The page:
Prototypes of GPS-guided irrigators are achieving pinpoint accuracy.

Dreamers in the center pivot irrigation business are forever trying to design a fully automated rig. Manufacturers and researchers in the industry have been after full automation as if it were the Holy Grail.

You may remember seedigation, which really didn't catch on, and chemigation and fertigation, which did. Then there was automated watering based on "communication" between ground moisture sensors or leaf monitors and computer-driven center pivot systems.

So it comes as no surprise that manufacturers and researchers alike have their eye on GPS technology.

Prototype stage. In 1995 Dale Heermann and fellow researchers with the USDA-ARS in Fort Collins, CO, found that GPS receivers mounted at the pivot tower could provide position accuracy comparable to that of buried wire. This paves the path toward identifying exact field position with computerized mapping technology that, in turn, can vary the rate of application - on a per-nozzle basis - of water, chemicals and nutrients to plants in specific parts of the field.

"It's just a matter of time," says Charles Meis, vice president of engineering for Lindsay Manufacturing. His company has a prototype GPS guidance system for selected Zimmatic irrigation units that will provide circle-like accuracy and convenience on corner systems and lateral move systems.

"We had a prototype out last year, and this year we are going into the field with 10 more. We plan to have a product we can retrofit on our more recent machines," Meis says. He hopes to be at that point within two years.

Al Sawtelle, project manager for Valmont Industries, says his company also is in the hunt for GPS cornering systems. "We're far enough along that we would feel safe putting them into the marketplace," he says. "The technology is extremely accurate - within 4 to 6 in. of ground zero. However, it is unlikely that it will be cost-effective in the near future, not with $2 corn. Unless we can provide a product that can either add value or create enough savings for a payback, it doesn't pay to introduce GPS technology to the market."

Four-inch accuracy. At Lindsay, Meis says GPS offers just the accuracy and automation potential the company was looking for. However, he is bothered by one hang-up that occurs when the corner unit is turned on. There is about a 20-min. delay as the computer looks for the constellation of satellites and starts processing data. "I don't know if farmers have that kind of patience. This summer we would like to get that time down. That may not be possible," Meis admits.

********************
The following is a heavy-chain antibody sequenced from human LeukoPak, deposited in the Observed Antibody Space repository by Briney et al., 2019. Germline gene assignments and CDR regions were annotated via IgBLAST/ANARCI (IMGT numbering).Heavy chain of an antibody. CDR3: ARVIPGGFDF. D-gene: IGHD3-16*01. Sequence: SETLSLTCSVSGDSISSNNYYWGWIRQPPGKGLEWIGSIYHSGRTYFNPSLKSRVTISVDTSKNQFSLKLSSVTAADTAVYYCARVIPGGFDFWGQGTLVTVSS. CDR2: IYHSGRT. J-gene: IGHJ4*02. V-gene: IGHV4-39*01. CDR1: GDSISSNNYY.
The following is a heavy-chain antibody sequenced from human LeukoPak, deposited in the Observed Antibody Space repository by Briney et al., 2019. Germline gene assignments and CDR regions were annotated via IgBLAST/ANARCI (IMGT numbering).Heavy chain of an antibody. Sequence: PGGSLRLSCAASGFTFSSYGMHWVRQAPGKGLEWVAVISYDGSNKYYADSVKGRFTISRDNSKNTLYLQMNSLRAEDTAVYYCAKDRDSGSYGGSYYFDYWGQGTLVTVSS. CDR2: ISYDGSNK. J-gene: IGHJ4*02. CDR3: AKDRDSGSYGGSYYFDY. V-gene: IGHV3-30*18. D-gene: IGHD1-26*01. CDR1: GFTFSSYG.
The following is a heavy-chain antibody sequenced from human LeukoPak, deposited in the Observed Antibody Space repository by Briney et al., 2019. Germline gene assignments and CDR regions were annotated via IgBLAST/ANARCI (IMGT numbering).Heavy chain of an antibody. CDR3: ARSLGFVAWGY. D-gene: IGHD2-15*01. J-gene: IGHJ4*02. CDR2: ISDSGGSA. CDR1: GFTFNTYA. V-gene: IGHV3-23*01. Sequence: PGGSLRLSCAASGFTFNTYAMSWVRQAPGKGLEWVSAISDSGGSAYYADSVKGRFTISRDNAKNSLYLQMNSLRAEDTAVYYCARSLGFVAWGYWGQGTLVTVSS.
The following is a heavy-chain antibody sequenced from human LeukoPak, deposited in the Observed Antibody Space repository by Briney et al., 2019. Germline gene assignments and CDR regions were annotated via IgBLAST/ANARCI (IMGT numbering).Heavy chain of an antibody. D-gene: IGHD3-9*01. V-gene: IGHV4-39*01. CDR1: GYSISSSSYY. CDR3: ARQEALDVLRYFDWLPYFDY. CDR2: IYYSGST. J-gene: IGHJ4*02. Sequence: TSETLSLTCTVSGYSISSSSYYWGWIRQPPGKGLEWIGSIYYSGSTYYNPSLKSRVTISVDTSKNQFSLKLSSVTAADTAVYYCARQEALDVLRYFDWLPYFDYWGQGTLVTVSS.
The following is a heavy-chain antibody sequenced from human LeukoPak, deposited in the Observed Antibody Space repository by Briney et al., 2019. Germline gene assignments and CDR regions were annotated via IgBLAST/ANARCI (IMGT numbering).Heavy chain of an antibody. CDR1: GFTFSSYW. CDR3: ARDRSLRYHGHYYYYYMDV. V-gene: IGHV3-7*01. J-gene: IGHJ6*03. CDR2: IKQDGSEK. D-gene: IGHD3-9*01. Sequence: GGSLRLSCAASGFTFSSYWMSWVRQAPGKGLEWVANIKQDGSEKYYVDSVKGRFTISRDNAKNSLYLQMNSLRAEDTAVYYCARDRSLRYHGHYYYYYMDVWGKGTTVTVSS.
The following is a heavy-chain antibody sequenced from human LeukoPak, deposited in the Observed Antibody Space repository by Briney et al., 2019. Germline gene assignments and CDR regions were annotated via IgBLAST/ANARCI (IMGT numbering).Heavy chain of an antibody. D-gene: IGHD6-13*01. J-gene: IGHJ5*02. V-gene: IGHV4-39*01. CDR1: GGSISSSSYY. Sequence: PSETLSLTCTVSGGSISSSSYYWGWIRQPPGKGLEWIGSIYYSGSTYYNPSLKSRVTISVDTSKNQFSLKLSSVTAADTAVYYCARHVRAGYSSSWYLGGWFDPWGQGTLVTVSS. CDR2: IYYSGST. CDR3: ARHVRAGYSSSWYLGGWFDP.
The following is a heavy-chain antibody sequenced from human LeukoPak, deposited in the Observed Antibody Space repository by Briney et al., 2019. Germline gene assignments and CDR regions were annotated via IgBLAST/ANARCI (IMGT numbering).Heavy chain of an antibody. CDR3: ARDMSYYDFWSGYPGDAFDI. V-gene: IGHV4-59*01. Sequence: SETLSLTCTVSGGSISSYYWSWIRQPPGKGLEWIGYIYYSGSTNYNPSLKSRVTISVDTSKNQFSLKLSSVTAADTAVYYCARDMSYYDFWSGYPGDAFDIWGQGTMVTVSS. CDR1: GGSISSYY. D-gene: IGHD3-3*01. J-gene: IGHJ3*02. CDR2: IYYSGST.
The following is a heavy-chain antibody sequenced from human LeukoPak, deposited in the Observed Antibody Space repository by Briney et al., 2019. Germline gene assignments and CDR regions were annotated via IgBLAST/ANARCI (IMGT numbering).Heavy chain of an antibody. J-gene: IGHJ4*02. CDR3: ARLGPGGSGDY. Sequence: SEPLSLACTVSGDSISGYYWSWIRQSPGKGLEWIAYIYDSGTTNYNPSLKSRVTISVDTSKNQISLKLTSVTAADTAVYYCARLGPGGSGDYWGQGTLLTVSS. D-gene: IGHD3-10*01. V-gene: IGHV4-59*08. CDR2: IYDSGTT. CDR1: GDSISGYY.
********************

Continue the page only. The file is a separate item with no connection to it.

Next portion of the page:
He says Lindsay recruited a company to bring in the GPS technology with the understanding that the contract would be fulfilled only if the corner system was accurate to within 8 in. "We ran the system 20 hrs., back and forth over 1,500 ft., and it was within 4 in. They got their check," he says.

Saving input dollars. The corner systems may provide the same precision farming possibilities as field mapping and apply water and chemigation as accurately as the main system. They also may offer the guidance of steerable corner arms that can cover up to 14% more acres. Meis sees a good economic fit for GPS guidance initially in applications where farmers are using buried guidance systems and in the rocky terrain where such guidance systems cannot be buried. "Gophers can't eat a GPS," he quips.

The big payback will come, however, when the technology will help drive input savings.

"The time is coming for this kind of technology," Meis declares. "As farms become larger with fewer operators, we'll see even more dependence on this sort of automation, but now with GPS we'll add the accuracy."

"Accuracy is the key," Meis continues. "Those fertilizer and custom applicators can cross a field at 20 mph and be within 40 ft. and be okay. I've got to do the same within a foot. And with this prototype, I can get to within 4 in. You tie that down with our systems that allow our growers to preprogram their irrigation programs and to remotely control and operate multiple systems, and it all comes together," he says.

For more information, contact Lindsay Mfg. Co., Dept. FIN, Box 156, Lindsay, NE 68644, 800/829-5300 or circle 205; or Valmont Industries, Dept. FIN, Box 358, Valley, NE 68064, 800/825-6668.